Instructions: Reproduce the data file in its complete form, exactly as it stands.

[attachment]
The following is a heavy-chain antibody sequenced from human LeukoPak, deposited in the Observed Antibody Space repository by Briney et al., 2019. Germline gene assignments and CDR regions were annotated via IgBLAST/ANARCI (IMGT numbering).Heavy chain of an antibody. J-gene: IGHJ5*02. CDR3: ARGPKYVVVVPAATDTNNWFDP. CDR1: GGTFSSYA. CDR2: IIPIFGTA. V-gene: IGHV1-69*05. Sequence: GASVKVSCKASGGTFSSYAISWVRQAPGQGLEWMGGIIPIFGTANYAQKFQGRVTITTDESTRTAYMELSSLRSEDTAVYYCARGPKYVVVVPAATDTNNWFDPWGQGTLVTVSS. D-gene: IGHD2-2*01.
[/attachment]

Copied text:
The following is a heavy-chain antibody sequenced from human LeukoPak, deposited in the Observed Antibody Space repository by Briney et al., 2019. Germline gene assignments and CDR regions were annotated via IgBLAST/ANARCI (IMGT numbering).Heavy chain of an antibody. J-gene: IGHJ5*02. CDR3: ARGPKYVVVVPAATDTNNWFDP. CDR1: GGTFSSYA. CDR2: IIPIFGTA. V-gene: IGHV1-69*05. Sequence: GASVKVSCKASGGTFSSYAISWVRQAPGQGLEWMGGIIPIFGTANYAQKFQGRVTITTDESTRTAYMELSSLRSEDTAVYYCARGPKYVVVVPAATDTNNWFDPWGQGTLVTVSS. D-gene: IGHD2-2*01.